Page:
A recent article in HealthDay News reported on a case of an avid 26-year-old outdoorswoman from Oregon who became the first human ever infected by a type of eye worm previously seen only in cattle. The case was published in the American Journal of Tropical Medicine.
For days, the woman's left eye felt irritated. After about a week, she reached up and pulled a small worm off of her eye, said Richard Bradbury, a U.S. Centers for Disease Control and Prevention researcher and lead author of a case report on the event. However, that wasn't the end of it. "A total of 14 worms were removed from her left eye over 20 days. They weren't able to remove them all at once. They had to remove them as they became present and visible."
The worms were less than half an inch long. Known as Thelazia gulosa, the worms cause eye irritation but usually no permanent damage. While other worms from the Thelazia family have been found on human eyes before, this is the first time this specific worm has infested a person, Bradbury said.
According to Audrey Schuetz, M.D., Senior Associate Consultant in the Division of Clinical Microbiology in the Department of Laboratory Medicine and Pathology at Mayo Clinic in Rochester, Minnesota, the worms are transmitted by face flies, which carry the larvae in their mouth parts.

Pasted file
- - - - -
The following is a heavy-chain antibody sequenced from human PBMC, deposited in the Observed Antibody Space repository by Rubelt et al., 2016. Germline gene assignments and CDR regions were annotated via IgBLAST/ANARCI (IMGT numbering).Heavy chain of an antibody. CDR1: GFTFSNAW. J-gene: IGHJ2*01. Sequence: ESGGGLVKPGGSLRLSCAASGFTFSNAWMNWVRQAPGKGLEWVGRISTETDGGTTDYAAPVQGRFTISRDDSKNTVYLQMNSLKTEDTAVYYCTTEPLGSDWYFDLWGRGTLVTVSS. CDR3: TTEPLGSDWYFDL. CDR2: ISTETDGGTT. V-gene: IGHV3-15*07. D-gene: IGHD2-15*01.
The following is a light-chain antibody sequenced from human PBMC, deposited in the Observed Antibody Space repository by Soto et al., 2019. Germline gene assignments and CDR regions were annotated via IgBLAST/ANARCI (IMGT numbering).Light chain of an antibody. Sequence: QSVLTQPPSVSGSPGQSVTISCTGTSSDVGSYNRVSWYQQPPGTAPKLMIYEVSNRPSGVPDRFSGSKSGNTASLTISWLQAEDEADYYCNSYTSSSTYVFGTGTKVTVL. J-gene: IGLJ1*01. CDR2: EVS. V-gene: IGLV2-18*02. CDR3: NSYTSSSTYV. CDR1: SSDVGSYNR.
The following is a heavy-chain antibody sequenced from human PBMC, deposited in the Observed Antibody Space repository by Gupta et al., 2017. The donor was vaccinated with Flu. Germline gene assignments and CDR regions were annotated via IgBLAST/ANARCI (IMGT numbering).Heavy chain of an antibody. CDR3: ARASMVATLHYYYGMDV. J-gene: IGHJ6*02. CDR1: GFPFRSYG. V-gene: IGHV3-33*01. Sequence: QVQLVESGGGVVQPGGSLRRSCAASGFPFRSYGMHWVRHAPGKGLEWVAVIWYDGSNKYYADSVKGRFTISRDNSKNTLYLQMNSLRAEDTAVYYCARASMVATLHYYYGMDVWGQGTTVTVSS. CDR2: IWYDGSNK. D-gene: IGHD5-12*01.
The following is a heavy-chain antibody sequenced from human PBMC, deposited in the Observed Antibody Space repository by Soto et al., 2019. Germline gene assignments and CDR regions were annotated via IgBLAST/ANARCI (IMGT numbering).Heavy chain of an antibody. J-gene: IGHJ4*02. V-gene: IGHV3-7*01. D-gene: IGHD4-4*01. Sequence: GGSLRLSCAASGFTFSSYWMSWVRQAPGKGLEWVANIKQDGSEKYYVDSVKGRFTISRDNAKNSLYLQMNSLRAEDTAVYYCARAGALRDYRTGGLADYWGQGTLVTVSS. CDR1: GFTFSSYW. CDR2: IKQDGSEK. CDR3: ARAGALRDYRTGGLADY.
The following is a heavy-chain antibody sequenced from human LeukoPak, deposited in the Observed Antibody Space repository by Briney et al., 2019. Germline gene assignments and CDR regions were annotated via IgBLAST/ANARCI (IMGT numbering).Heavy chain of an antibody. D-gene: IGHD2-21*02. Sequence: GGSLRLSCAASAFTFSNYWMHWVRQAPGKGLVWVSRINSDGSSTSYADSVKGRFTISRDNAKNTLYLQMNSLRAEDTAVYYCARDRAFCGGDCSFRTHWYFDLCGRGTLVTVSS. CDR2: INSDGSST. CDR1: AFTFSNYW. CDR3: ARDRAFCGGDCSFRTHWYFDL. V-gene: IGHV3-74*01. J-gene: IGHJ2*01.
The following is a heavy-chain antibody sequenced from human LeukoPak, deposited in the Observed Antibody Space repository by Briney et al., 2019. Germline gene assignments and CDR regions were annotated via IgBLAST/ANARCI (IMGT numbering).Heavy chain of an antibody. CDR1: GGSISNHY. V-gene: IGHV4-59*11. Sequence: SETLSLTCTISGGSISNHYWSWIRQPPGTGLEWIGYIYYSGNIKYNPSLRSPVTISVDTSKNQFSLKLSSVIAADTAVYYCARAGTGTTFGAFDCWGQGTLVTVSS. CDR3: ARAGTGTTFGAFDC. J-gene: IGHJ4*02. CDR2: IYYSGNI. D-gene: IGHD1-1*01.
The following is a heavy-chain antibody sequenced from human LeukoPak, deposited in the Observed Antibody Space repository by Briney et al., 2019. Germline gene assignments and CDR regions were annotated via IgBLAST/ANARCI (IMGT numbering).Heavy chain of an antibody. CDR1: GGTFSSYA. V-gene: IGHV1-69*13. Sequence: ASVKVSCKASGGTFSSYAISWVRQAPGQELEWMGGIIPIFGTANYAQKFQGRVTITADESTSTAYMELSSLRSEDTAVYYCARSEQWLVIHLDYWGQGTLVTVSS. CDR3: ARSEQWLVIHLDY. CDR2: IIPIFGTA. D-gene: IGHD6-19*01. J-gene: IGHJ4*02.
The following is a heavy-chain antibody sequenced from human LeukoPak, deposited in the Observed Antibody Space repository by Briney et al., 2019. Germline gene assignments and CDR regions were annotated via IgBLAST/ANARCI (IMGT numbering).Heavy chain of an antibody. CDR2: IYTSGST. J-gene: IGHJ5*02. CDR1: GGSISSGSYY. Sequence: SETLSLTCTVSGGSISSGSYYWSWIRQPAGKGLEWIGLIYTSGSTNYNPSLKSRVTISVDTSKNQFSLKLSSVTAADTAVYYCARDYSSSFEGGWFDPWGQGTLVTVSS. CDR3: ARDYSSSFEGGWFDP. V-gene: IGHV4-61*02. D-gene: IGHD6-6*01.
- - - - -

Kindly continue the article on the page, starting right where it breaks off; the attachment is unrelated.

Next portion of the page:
"In general, flies are attracted to the moisture and salt in our tears," said Dr. Schuetz, who wasn't involved with the study. "The larvae are introduced into the fleshy part of our eyes when the fly is feeding on our tear film, the moist part around our eyes."
Dr. Schuetz also commented that it is possible but generally unlikely for these worms to cause scarring of the cornea and even blindness if they saunter off the whites of an eye and into your field of vision.
"Folks worried about contracting eye worms can wear a hat with a net attached to protect their faces from flies," Dr. Schuetz said.